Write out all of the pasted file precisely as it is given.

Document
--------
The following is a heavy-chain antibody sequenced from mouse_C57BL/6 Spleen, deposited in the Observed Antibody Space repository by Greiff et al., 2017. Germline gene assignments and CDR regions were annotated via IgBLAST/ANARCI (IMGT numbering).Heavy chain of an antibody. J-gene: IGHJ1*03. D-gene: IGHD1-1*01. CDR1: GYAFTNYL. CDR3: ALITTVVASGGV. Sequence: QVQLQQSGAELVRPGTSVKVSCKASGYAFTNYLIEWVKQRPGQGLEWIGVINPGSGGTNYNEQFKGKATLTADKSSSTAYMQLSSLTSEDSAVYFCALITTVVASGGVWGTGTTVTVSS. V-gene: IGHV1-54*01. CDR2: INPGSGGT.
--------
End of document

The following is a heavy-chain antibody sequenced from mouse_C57BL/6 Spleen, deposited in the Observed Antibody Space repository by Greiff et al., 2017. Germline gene assignments and CDR regions were annotated via IgBLAST/ANARCI (IMGT numbering).Heavy chain of an antibody. J-gene: IGHJ1*03. D-gene: IGHD1-1*01. CDR1: GYAFTNYL. CDR3: ALITTVVASGGV. Sequence: QVQLQQSGAELVRPGTSVKVSCKASGYAFTNYLIEWVKQRPGQGLEWIGVINPGSGGTNYNEQFKGKATLTADKSSSTAYMQLSSLTSEDSAVYFCALITTVVASGGVWGTGTTVTVSS. V-gene: IGHV1-54*01. CDR2: INPGSGGT.